I’ve been thinking about how to approach “investing” in the Empower community. Truth is, I’ve got strong opinions about what is “good” investing and what is not - but opinions are like…well, you know...
My opinions are largely based on my experiences, my knowledge of finance and my risk tolerance. So - as with most things related to personal finance - what is “good” for me, is not necessarily going to be “good” for you - it’s personal. I'm going to provide as much information as I possibly can about what works for me and hope that it helps you decide what works for you.
First - saving and investing are two very different things. (You need to have both savings and investments and I detailed the differences between the two here). And - an investment is an asset or item acquired with the goal of generating income or one where the value will grow over time. (This will be more than one post, so if you have questions along the way, please ask and I’ll add it to the next one)!
The Stock Market
Let’s make sure we’re starting on the same page:
Stocks - a document sold by a company that represents ownership in the company. A company may sell these to raise money for operations or growth.
Shares - the units that stocks are sold in (i.e., the number of shares equals the amount of ownership, generally)
Exchanges - the supermarkets where stocks are sold. There are exchanges for different types of stocks (and other investment types), all over the world.
Stock market (or “the market”) - general term that refers to all of the exchanges and all of the stocks sold on them.
A Little Story
Once upon a time, only rich people had access to the stock market. It was difficult to access the exchanges unless you had a ton of money. You had to have an account at a brokerage firm (or house”), to buy and sell stocks. And since brokerage houses were essentially the “middle man” between the people buying and selling, they wanted to buy and sell for rich people and institutional investors (we’ll talk about those another time). The more stocks they traded, the more money that they made in fees and “small” investors, regular people weren’t money-makers. So we got shut out.
In time, it became easier for the average person to open brokerage accounts. Rather than having to buy thousands of dollars worth of stock, brokerage began to allow individuals to purchase regularly, in small increments in order to slowly invest. But - by then, the damage was done. People tend to associate the stock market and investing with something complex and difficult. And maybe, at one time, it was. But now, it's open to everyone who is willing to be consistent and learn just the tiniest little bit about investments.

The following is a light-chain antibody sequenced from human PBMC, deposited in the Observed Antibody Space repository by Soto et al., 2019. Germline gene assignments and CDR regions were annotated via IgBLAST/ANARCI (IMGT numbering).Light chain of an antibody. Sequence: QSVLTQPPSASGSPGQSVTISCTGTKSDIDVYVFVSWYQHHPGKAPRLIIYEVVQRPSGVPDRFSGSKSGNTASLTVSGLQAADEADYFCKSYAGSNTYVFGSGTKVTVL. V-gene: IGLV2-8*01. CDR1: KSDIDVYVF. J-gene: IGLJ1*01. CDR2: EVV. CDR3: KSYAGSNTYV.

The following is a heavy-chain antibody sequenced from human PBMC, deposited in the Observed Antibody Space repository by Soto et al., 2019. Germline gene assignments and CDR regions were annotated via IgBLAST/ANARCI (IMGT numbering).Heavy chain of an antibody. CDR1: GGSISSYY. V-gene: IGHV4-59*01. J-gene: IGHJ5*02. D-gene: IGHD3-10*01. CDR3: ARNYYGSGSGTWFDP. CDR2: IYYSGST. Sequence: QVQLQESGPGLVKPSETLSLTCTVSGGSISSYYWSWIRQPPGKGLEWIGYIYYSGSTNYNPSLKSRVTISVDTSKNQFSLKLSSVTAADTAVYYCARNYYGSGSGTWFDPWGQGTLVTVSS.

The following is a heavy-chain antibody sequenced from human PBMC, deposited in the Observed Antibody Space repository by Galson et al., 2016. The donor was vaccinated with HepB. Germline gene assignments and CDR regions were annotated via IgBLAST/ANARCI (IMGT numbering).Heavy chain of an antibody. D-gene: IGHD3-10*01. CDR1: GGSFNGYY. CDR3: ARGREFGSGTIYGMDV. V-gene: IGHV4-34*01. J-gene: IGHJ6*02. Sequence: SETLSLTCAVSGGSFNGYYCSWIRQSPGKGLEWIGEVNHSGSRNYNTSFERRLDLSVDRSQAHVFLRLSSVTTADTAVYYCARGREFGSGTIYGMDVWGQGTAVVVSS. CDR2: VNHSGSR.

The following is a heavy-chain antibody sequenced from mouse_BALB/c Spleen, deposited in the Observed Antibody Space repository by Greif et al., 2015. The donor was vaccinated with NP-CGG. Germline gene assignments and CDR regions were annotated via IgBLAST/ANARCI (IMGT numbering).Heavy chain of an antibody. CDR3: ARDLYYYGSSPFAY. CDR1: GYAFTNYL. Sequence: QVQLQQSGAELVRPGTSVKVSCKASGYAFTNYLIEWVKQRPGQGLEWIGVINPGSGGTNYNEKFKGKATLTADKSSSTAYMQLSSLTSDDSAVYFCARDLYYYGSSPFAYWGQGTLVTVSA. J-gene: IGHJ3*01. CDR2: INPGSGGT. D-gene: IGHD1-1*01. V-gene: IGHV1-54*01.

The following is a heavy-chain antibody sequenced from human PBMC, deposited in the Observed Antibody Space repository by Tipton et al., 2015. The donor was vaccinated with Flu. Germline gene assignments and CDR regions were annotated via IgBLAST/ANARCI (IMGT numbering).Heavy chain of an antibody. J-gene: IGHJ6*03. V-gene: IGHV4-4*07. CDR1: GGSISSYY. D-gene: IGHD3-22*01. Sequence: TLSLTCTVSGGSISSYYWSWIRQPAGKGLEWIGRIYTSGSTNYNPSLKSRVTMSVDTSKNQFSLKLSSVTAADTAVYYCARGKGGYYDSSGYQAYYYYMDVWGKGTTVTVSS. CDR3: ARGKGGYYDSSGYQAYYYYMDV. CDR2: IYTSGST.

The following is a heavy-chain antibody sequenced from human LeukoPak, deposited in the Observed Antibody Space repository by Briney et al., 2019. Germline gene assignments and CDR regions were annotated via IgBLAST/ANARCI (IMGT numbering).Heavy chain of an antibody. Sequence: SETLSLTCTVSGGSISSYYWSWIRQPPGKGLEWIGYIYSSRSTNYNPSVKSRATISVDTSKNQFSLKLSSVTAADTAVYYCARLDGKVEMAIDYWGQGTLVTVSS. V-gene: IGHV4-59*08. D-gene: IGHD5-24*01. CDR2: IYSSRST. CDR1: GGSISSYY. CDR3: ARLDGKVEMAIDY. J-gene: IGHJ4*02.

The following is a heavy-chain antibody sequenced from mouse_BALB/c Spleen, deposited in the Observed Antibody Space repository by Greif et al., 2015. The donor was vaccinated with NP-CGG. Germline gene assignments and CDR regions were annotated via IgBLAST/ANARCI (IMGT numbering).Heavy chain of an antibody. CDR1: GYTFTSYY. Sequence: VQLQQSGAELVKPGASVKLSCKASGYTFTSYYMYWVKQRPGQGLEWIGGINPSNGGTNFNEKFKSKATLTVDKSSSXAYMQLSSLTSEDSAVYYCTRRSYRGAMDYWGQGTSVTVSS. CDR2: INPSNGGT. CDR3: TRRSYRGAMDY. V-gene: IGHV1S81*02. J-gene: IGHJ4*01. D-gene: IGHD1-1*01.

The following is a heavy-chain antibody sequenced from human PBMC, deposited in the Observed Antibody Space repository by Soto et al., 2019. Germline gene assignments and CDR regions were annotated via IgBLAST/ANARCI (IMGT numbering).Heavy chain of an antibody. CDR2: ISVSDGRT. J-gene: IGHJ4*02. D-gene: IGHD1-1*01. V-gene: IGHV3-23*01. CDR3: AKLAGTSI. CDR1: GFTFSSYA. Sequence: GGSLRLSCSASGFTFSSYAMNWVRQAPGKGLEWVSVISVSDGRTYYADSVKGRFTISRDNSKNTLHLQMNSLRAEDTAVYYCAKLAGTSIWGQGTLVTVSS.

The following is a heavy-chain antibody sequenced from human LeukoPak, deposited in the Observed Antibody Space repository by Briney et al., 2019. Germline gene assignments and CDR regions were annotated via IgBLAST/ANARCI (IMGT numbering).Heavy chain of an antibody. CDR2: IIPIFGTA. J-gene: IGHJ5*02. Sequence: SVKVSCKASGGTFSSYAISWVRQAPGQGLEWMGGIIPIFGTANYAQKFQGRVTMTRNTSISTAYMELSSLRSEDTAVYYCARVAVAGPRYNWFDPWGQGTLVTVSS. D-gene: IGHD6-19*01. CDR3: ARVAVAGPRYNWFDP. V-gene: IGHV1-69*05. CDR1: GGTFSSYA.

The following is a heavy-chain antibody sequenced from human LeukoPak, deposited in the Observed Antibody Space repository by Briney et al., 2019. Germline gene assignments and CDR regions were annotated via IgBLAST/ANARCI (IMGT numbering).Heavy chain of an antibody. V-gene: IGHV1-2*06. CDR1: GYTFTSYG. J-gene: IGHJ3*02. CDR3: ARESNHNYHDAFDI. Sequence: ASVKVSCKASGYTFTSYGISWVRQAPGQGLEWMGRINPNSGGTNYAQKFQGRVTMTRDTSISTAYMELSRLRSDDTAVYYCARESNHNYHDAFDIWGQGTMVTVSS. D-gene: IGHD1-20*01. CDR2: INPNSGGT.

How I Invest in the Stock Market
Here's the part where we get to pure opinions. Because I can't advise you on what types of investments are going achieve your long-term goals. I don't know how much risk you're willing to take, how long you have until you need your investments to pay off, what you might be afraid of deep down. All of those things will (and should) affect how you invest. But I can share my philosophies on investing in the stock market and lead you to some of your own conclusions.
First off - I don't invest in individual stocks. You can read more about that here but the short version is that I have no interest in sort through the more than 630,000 publicly traded companies worldwide to try to choose the one (or ten) stocks that will be successful. I only invest in mutual funds (or ETFs).
Mutual funds come in all flavors (like stocks). You can choose a healthcare mutual fund and it will invest in companies that are all health-related. Or, you can invest in a technology mutual fund and it will try to find you the "winners" in the technology industry. Many mutual funds are actively managed, meaning a professional stock picker will select the companies to invest in and you will benefit from owning a little slice of all of them. These are known as "actively managed" funds. But these aren't the kinds of mutual funds I invest in.
An index is a way to compare the performance of your investment to the overall market - to see how your stock is doing, compared to the market. Indexes can be a particular type - like tech stocks, or grouped by company size. Here are some of the more well known indexes:
S&P 500 Index - tracks the performance of 500 top companies in the U.S.
Dow Jones Industrial Average - tracks the performance of 30 U.S. companies from healthcare to technology
NYSE Composite Index - tracks the performance of all stocks traded on the New York Stock Exchange (NYSE)
Index funds do the exact same thing as the indexes- they track the market. Index funds aren't looking for the "winning" companies, they are invested in all of the companies listed on a particular index. They "follow" the market, they aren't trying to "beat" it. Honestly, there are a million reasons that I invest in index funds. I could show you the articles and the data that prove that it's the best way to invest. But really, it's the best way for me:
1. it works - index funds make the same amount (or more) than actively managed funds and,
2. it's easy - there is no guessing, no constant trading, no figuring out the market.
Investing in the marketing should be simple and it can be easy - it's not as complicated as we've been led to believe. And index fund investing is about as simple as it gets in the stock market. Based on the level of risk I'm willing to take, my research and my experiences, index fund investing is right for me. I happen to believe it's right for most folks. At the very least, you're curious and courageous enough to learn more about it. And to take the next step towards investing in the market.